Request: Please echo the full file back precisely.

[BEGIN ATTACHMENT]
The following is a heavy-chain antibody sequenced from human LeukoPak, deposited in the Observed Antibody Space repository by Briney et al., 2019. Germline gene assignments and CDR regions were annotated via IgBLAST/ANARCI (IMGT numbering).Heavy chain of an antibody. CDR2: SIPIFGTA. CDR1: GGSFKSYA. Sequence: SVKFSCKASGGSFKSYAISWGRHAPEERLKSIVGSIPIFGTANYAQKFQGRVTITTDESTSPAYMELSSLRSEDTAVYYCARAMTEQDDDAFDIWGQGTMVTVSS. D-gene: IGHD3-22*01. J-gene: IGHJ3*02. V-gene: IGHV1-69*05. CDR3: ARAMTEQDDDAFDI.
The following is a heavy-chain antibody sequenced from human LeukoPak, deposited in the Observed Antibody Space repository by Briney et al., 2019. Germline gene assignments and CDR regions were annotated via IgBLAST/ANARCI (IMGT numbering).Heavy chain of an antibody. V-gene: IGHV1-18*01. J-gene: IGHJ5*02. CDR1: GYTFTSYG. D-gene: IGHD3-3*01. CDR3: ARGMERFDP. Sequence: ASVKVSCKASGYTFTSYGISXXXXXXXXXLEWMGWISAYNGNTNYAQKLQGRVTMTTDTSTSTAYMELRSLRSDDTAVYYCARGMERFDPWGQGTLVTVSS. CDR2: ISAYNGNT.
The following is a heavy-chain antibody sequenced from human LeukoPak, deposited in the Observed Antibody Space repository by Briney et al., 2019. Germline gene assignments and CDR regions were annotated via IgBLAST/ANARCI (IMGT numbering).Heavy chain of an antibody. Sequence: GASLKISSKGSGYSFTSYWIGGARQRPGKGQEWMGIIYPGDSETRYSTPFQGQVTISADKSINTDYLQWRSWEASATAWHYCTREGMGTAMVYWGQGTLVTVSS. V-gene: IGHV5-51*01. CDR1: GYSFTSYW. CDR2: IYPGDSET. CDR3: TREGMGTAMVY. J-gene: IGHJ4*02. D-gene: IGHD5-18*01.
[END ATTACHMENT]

The following is a heavy-chain antibody sequenced from human LeukoPak, deposited in the Observed Antibody Space repository by Briney et al., 2019. Germline gene assignments and CDR regions were annotated via IgBLAST/ANARCI (IMGT numbering).Heavy chain of an antibody. CDR2: SIPIFGTA. CDR1: GGSFKSYA. Sequence: SVKFSCKASGGSFKSYAISWGRHAPEERLKSIVGSIPIFGTANYAQKFQGRVTITTDESTSPAYMELSSLRSEDTAVYYCARAMTEQDDDAFDIWGQGTMVTVSS. D-gene: IGHD3-22*01. J-gene: IGHJ3*02. V-gene: IGHV1-69*05. CDR3: ARAMTEQDDDAFDI.
The following is a heavy-chain antibody sequenced from human LeukoPak, deposited in the Observed Antibody Space repository by Briney et al., 2019. Germline gene assignments and CDR regions were annotated via IgBLAST/ANARCI (IMGT numbering).Heavy chain of an antibody. V-gene: IGHV1-18*01. J-gene: IGHJ5*02. CDR1: GYTFTSYG. D-gene: IGHD3-3*01. CDR3: ARGMERFDP. Sequence: ASVKVSCKASGYTFTSYGISXXXXXXXXXLEWMGWISAYNGNTNYAQKLQGRVTMTTDTSTSTAYMELRSLRSDDTAVYYCARGMERFDPWGQGTLVTVSS. CDR2: ISAYNGNT.
The following is a heavy-chain antibody sequenced from human LeukoPak, deposited in the Observed Antibody Space repository by Briney et al., 2019. Germline gene assignments and CDR regions were annotated via IgBLAST/ANARCI (IMGT numbering).Heavy chain of an antibody. Sequence: GASLKISSKGSGYSFTSYWIGGARQRPGKGQEWMGIIYPGDSETRYSTPFQGQVTISADKSINTDYLQWRSWEASATAWHYCTREGMGTAMVYWGQGTLVTVSS. V-gene: IGHV5-51*01. CDR1: GYSFTSYW. CDR2: IYPGDSET. CDR3: TREGMGTAMVY. J-gene: IGHJ4*02. D-gene: IGHD5-18*01.